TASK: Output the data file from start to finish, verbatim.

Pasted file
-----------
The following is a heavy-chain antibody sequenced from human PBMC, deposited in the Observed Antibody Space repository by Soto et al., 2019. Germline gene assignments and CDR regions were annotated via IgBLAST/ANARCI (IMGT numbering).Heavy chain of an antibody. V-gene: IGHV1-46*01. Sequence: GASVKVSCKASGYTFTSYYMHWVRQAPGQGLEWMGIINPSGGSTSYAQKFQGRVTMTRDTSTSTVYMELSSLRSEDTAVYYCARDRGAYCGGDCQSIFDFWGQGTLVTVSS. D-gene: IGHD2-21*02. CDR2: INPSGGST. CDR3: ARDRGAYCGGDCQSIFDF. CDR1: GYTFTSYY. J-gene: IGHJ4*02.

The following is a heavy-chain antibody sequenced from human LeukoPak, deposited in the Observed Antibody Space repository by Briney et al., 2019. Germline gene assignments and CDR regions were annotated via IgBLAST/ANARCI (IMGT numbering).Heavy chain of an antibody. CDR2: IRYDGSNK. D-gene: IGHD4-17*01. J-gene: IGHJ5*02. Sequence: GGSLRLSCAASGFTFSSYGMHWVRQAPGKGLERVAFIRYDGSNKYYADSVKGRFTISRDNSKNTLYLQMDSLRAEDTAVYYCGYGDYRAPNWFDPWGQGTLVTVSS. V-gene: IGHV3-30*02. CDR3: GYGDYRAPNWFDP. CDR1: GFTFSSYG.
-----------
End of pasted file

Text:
The following is a heavy-chain antibody sequenced from human PBMC, deposited in the Observed Antibody Space repository by Soto et al., 2019. Germline gene assignments and CDR regions were annotated via IgBLAST/ANARCI (IMGT numbering).Heavy chain of an antibody. V-gene: IGHV1-46*01. Sequence: GASVKVSCKASGYTFTSYYMHWVRQAPGQGLEWMGIINPSGGSTSYAQKFQGRVTMTRDTSTSTVYMELSSLRSEDTAVYYCARDRGAYCGGDCQSIFDFWGQGTLVTVSS. D-gene: IGHD2-21*02. CDR2: INPSGGST. CDR3: ARDRGAYCGGDCQSIFDF. CDR1: GYTFTSYY. J-gene: IGHJ4*02.

The following is a heavy-chain antibody sequenced from human LeukoPak, deposited in the Observed Antibody Space repository by Briney et al., 2019. Germline gene assignments and CDR regions were annotated via IgBLAST/ANARCI (IMGT numbering).Heavy chain of an antibody. CDR2: IRYDGSNK. D-gene: IGHD4-17*01. J-gene: IGHJ5*02. Sequence: GGSLRLSCAASGFTFSSYGMHWVRQAPGKGLERVAFIRYDGSNKYYADSVKGRFTISRDNSKNTLYLQMDSLRAEDTAVYYCGYGDYRAPNWFDPWGQGTLVTVSS. V-gene: IGHV3-30*02. CDR3: GYGDYRAPNWFDP. CDR1: GFTFSSYG.